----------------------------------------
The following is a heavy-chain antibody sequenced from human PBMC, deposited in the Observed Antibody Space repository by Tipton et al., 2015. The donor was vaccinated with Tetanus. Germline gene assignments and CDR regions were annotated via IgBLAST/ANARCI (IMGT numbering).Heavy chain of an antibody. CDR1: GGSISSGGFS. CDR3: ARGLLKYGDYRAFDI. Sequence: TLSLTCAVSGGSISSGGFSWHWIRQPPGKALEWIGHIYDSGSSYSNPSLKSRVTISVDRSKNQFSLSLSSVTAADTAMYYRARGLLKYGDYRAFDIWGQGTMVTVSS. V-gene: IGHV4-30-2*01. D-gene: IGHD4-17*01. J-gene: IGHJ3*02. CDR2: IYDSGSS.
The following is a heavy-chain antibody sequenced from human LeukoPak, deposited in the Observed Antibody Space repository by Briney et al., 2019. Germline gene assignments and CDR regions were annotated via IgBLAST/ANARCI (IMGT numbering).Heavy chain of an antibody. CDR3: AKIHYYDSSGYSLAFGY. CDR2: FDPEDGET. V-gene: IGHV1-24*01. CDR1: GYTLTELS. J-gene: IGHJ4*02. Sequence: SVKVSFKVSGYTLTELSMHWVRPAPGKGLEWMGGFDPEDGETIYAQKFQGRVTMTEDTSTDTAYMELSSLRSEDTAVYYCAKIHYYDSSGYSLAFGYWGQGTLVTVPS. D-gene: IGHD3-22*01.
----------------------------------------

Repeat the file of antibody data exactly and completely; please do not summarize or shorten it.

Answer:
The following is a heavy-chain antibody sequenced from human PBMC, deposited in the Observed Antibody Space repository by Tipton et al., 2015. The donor was vaccinated with Tetanus. Germline gene assignments and CDR regions were annotated via IgBLAST/ANARCI (IMGT numbering).Heavy chain of an antibody. CDR1: GGSISSGGFS. CDR3: ARGLLKYGDYRAFDI. Sequence: TLSLTCAVSGGSISSGGFSWHWIRQPPGKALEWIGHIYDSGSSYSNPSLKSRVTISVDRSKNQFSLSLSSVTAADTAMYYRARGLLKYGDYRAFDIWGQGTMVTVSS. V-gene: IGHV4-30-2*01. D-gene: IGHD4-17*01. J-gene: IGHJ3*02. CDR2: IYDSGSS.
The following is a heavy-chain antibody sequenced from human LeukoPak, deposited in the Observed Antibody Space repository by Briney et al., 2019. Germline gene assignments and CDR regions were annotated via IgBLAST/ANARCI (IMGT numbering).Heavy chain of an antibody. CDR3: AKIHYYDSSGYSLAFGY. CDR2: FDPEDGET. V-gene: IGHV1-24*01. CDR1: GYTLTELS. J-gene: IGHJ4*02. Sequence: SVKVSFKVSGYTLTELSMHWVRPAPGKGLEWMGGFDPEDGETIYAQKFQGRVTMTEDTSTDTAYMELSSLRSEDTAVYYCAKIHYYDSSGYSLAFGYWGQGTLVTVPS. D-gene: IGHD3-22*01.